Sainsbury’s was forced to defend its incoming chairman after a shareholder raised questions over his involvement in Lloyds’ disastrous takeover of HBOS.
City grandee Martin Scicluna, who chaired the audit and risk committee at Lloyds Banking Group, is set to become chairman of Sainsbury’s ahead of its £12 billion merger with rival Asda.
Mr Scicluna backed Lloyds’ 2008 takeover of HBOS, which nearly toppled the bank and led to huge losses for shareholders.
It ultimately culminated in Lloyds having to ask for £20 billion of taxpayers’ money to avoid disaster.
At Sainsbury’s annual general meeting, an independent investor said the “lack of diligence” from those involved in the Lloyds-HBOS merger might have implications for Sainsbury’s investors.
“My concern at the moment is that lack of diligence in 2008 by a number of individuals – I don’t want a similar thing occurring in 2019 when we merge with Asda,” he said.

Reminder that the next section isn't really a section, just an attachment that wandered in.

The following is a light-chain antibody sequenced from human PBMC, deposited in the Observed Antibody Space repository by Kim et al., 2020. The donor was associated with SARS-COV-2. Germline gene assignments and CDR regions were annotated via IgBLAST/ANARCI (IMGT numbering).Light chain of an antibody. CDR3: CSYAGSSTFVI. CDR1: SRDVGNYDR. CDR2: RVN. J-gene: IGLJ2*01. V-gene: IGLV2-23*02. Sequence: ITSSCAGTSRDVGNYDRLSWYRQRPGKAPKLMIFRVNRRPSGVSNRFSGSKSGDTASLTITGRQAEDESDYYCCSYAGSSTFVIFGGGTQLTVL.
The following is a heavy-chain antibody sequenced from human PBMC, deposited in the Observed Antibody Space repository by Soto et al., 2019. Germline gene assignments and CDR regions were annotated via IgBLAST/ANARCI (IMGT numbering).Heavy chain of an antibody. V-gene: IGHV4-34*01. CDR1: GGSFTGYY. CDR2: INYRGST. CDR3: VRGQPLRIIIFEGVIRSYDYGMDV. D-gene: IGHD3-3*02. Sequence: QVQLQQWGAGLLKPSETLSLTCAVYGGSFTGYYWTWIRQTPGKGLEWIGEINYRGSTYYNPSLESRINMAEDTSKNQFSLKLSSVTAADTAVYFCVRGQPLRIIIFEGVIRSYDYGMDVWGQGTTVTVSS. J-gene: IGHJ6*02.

Sainsbury’s independent director Susan Rice, who led the search for a new chairman, said Mr Scicluna’s experience on large transactions was the reason for his appointment.
Ms Rice, who was previously chief executive and chairman of Lloyds TSB Scotland, said Mr Scicluna joined the board of Lloyds days after the terms of the deal with HBOS had been arranged.
“So he was certainly on the board during that period,” she said.
“That was a very complicated period, and the coming together of Lloyds and HBOS couldn’t be more different than the transaction that we are looking at just now.
“So I personally see absolutely no relation or overlap there.”
She said Sainsbury’s had done extensive due diligence on Mr Scicluna and that he would be a “positive force” for Sainsbury’s merger with Asda.